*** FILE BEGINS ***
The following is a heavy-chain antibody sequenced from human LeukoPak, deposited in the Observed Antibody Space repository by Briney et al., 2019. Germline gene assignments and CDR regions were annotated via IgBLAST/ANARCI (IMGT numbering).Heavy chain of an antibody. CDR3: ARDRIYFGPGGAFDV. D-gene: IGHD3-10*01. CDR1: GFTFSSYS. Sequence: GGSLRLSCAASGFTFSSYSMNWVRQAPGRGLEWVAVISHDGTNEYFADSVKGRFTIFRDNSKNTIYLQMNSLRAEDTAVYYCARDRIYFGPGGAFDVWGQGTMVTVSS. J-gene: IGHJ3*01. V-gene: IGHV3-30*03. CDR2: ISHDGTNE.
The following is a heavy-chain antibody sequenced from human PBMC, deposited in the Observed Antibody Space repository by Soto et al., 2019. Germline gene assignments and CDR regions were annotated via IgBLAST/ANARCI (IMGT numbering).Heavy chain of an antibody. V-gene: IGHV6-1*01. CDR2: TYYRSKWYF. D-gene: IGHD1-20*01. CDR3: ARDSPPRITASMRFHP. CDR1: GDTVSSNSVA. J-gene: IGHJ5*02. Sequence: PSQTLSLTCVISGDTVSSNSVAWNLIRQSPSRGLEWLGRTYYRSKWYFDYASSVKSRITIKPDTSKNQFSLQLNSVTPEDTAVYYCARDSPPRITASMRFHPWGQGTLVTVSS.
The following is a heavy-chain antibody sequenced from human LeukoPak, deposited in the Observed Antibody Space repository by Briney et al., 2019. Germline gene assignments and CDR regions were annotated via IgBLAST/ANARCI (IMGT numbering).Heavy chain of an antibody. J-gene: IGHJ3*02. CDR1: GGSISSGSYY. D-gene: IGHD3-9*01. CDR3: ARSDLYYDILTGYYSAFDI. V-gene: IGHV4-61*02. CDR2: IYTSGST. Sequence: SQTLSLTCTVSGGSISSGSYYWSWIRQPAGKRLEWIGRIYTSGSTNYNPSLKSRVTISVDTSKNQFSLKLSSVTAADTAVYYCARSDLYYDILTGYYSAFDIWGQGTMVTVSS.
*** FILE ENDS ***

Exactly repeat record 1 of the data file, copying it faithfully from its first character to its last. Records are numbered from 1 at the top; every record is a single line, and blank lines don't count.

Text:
The following is a heavy-chain antibody sequenced from human LeukoPak, deposited in the Observed Antibody Space repository by Briney et al., 2019. Germline gene assignments and CDR regions were annotated via IgBLAST/ANARCI (IMGT numbering).Heavy chain of an antibody. CDR3: ARDRIYFGPGGAFDV. D-gene: IGHD3-10*01. CDR1: GFTFSSYS. Sequence: GGSLRLSCAASGFTFSSYSMNWVRQAPGRGLEWVAVISHDGTNEYFADSVKGRFTIFRDNSKNTIYLQMNSLRAEDTAVYYCARDRIYFGPGGAFDVWGQGTMVTVSS. J-gene: IGHJ3*01. V-gene: IGHV3-30*03. CDR2: ISHDGTNE.